Homophobia Versus "Apostaphobia"
The allegation has been made that we are homophobic. I prefer to counter that we might rather be apostaphobic, but with a slight change of definition.
Apostaphobia may be defined as a consuming, well-founded fear of loss of adherents, which manifests primarily as zealous, uncompromising repression and denial of fundamental liberties -- in particular the right to convert -- by violent and subversive means. --Christianity Today
The present definition implies the leadership's fear of losing it's congregants. I would suggest it is just as accurate to say that it can be the congregations fear of the leadership becoming apostate against Christ.
Is a New Definition is Needed Nowadays?
One example of many:
There should be no doubt that the issue of gay rights has been a contentious one in many communities. Nowhere has this been more pronounced than in our local churches and at the head of their various denominations. Some churches have even split over the issue in part. Congregants have even left their denominational affiliations on these lines. What is behind this alarming trend?
It would not be truthful for anyone to declare that in every case of contention in the modern church that these internal quarrels are due to large amounts of congregant homophobia. It is too easy for combatants simply to label their opposition with slanderous insults such as this is, ignoring the actual argument that the opposition is attempting to discuss. Might I suggest more accurately, it is not predominately the fear of homosexuals nor homosexual rights that is raising our immediate objection, it is our fear for the Modern Church as it exhibits so many signs from it's leadership of their apostasy away from Christ. Let me better explain by an illustration:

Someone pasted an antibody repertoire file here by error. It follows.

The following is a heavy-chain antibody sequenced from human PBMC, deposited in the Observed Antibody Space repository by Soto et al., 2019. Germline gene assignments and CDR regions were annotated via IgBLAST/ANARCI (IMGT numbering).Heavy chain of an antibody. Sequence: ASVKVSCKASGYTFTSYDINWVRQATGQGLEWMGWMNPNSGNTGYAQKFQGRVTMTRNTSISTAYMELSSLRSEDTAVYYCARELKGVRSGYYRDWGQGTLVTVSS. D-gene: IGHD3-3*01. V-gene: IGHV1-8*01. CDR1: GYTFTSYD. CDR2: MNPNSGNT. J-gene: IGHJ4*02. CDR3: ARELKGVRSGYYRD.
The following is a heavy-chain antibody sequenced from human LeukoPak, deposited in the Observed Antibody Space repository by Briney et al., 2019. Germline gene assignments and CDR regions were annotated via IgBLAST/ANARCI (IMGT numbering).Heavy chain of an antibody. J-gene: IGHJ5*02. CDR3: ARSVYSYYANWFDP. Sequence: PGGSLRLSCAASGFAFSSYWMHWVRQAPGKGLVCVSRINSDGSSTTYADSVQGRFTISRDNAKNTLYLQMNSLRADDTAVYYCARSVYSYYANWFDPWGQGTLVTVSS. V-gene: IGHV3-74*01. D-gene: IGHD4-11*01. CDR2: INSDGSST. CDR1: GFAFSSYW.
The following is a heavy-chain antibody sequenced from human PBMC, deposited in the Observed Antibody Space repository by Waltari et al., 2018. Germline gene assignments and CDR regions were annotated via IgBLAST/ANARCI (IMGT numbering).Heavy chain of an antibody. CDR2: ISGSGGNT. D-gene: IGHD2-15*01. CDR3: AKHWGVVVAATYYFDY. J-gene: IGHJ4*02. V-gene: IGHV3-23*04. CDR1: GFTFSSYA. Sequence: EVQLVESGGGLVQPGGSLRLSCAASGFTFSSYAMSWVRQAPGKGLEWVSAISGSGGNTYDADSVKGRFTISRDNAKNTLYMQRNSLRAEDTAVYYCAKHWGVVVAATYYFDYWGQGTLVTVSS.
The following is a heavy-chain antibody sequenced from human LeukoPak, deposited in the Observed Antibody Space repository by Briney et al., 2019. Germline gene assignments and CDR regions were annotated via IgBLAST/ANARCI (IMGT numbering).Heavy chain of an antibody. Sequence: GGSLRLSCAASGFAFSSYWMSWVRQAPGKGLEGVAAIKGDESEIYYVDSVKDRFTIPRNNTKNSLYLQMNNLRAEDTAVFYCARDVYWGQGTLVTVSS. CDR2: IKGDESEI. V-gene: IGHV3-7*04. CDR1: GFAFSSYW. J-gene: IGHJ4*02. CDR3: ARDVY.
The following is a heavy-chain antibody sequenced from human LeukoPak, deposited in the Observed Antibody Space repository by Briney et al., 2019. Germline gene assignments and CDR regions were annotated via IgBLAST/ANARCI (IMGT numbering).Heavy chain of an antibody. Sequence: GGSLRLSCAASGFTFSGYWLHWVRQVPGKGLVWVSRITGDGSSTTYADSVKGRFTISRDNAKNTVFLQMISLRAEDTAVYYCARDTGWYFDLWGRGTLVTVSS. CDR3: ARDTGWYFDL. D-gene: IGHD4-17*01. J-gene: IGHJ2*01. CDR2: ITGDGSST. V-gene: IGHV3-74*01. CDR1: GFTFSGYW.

Recently, I observed a confrontation in the front of a small town large denomination church between the lead church pastor and a traveling evangelist. The names of participants and their respective churches and denominations are for this illustration to remain anonymous. This public spectical has helped to clarify my present position. The pastor was asked to explain why it was that there was a rainbow banner above the main entry way. His response was along the lines of the church being called by Jesus to be "all inclusive". When asked what scriptures could he give to back his decision he professed kjv@John:3:16. That would have been a fine scripture for the two to openly discuss in this regard had it not been for the immediate accusation leveled on the evangelist by the pastor that any other interpretation of that verse would be inappropriate and in this case profusely homophobic. Insult aside, what followed in their exchange became most alarming.